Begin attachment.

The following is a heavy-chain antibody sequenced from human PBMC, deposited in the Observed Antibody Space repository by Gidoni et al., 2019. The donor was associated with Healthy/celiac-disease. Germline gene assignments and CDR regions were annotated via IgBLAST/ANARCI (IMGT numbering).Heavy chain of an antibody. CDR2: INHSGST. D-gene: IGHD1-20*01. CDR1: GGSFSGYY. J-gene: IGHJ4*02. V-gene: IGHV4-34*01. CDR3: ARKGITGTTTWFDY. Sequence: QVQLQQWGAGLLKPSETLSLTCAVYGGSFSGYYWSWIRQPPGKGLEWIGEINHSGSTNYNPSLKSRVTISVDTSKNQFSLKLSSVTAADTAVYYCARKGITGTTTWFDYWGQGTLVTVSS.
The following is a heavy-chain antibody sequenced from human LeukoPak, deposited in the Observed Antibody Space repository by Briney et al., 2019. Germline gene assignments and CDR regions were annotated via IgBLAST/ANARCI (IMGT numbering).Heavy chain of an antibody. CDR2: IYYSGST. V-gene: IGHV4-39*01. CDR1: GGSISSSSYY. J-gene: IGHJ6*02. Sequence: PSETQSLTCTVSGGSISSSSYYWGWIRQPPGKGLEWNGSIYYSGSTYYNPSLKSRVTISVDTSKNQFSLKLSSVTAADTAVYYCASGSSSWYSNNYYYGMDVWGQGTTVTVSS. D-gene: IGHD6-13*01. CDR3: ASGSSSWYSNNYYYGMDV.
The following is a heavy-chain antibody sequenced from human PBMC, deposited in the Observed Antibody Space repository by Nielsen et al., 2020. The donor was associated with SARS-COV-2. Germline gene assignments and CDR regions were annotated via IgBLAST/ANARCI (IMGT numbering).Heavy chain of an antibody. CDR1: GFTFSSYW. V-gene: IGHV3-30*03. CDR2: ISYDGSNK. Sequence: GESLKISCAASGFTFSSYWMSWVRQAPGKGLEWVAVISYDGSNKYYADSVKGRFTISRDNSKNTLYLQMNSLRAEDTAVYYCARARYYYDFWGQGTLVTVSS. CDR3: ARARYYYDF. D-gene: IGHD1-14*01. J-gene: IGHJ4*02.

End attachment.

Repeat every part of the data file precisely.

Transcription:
The following is a heavy-chain antibody sequenced from human PBMC, deposited in the Observed Antibody Space repository by Gidoni et al., 2019. The donor was associated with Healthy/celiac-disease. Germline gene assignments and CDR regions were annotated via IgBLAST/ANARCI (IMGT numbering).Heavy chain of an antibody. CDR2: INHSGST. D-gene: IGHD1-20*01. CDR1: GGSFSGYY. J-gene: IGHJ4*02. V-gene: IGHV4-34*01. CDR3: ARKGITGTTTWFDY. Sequence: QVQLQQWGAGLLKPSETLSLTCAVYGGSFSGYYWSWIRQPPGKGLEWIGEINHSGSTNYNPSLKSRVTISVDTSKNQFSLKLSSVTAADTAVYYCARKGITGTTTWFDYWGQGTLVTVSS.
The following is a heavy-chain antibody sequenced from human LeukoPak, deposited in the Observed Antibody Space repository by Briney et al., 2019. Germline gene assignments and CDR regions were annotated via IgBLAST/ANARCI (IMGT numbering).Heavy chain of an antibody. CDR2: IYYSGST. V-gene: IGHV4-39*01. CDR1: GGSISSSSYY. J-gene: IGHJ6*02. Sequence: PSETQSLTCTVSGGSISSSSYYWGWIRQPPGKGLEWNGSIYYSGSTYYNPSLKSRVTISVDTSKNQFSLKLSSVTAADTAVYYCASGSSSWYSNNYYYGMDVWGQGTTVTVSS. D-gene: IGHD6-13*01. CDR3: ASGSSSWYSNNYYYGMDV.
The following is a heavy-chain antibody sequenced from human PBMC, deposited in the Observed Antibody Space repository by Nielsen et al., 2020. The donor was associated with SARS-COV-2. Germline gene assignments and CDR regions were annotated via IgBLAST/ANARCI (IMGT numbering).Heavy chain of an antibody. CDR1: GFTFSSYW. V-gene: IGHV3-30*03. CDR2: ISYDGSNK. Sequence: GESLKISCAASGFTFSSYWMSWVRQAPGKGLEWVAVISYDGSNKYYADSVKGRFTISRDNSKNTLYLQMNSLRAEDTAVYYCARARYYYDFWGQGTLVTVSS. CDR3: ARARYYYDF. D-gene: IGHD1-14*01. J-gene: IGHJ4*02.